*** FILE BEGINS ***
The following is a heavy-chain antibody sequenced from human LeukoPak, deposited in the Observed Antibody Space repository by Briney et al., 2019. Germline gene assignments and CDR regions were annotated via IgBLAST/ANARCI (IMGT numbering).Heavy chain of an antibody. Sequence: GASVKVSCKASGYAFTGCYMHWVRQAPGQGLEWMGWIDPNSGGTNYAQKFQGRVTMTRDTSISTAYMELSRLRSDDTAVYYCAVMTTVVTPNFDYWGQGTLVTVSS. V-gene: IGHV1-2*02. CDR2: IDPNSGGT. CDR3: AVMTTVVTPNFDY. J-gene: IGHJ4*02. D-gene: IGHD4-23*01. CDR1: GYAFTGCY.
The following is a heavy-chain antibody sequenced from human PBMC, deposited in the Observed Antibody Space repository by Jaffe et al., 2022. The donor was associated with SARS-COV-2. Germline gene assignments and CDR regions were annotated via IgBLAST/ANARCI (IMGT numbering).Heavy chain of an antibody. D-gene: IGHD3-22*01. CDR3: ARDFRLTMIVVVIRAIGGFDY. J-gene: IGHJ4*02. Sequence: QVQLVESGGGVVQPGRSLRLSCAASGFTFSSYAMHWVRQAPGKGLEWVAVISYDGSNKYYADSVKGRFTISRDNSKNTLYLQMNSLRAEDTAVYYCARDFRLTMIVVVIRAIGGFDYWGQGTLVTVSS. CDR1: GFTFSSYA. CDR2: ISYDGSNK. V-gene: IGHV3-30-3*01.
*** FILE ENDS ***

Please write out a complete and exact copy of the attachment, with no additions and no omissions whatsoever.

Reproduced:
The following is a heavy-chain antibody sequenced from human LeukoPak, deposited in the Observed Antibody Space repository by Briney et al., 2019. Germline gene assignments and CDR regions were annotated via IgBLAST/ANARCI (IMGT numbering).Heavy chain of an antibody. Sequence: GASVKVSCKASGYAFTGCYMHWVRQAPGQGLEWMGWIDPNSGGTNYAQKFQGRVTMTRDTSISTAYMELSRLRSDDTAVYYCAVMTTVVTPNFDYWGQGTLVTVSS. V-gene: IGHV1-2*02. CDR2: IDPNSGGT. CDR3: AVMTTVVTPNFDY. J-gene: IGHJ4*02. D-gene: IGHD4-23*01. CDR1: GYAFTGCY.
The following is a heavy-chain antibody sequenced from human PBMC, deposited in the Observed Antibody Space repository by Jaffe et al., 2022. The donor was associated with SARS-COV-2. Germline gene assignments and CDR regions were annotated via IgBLAST/ANARCI (IMGT numbering).Heavy chain of an antibody. D-gene: IGHD3-22*01. CDR3: ARDFRLTMIVVVIRAIGGFDY. J-gene: IGHJ4*02. Sequence: QVQLVESGGGVVQPGRSLRLSCAASGFTFSSYAMHWVRQAPGKGLEWVAVISYDGSNKYYADSVKGRFTISRDNSKNTLYLQMNSLRAEDTAVYYCARDFRLTMIVVVIRAIGGFDYWGQGTLVTVSS. CDR1: GFTFSSYA. CDR2: ISYDGSNK. V-gene: IGHV3-30-3*01.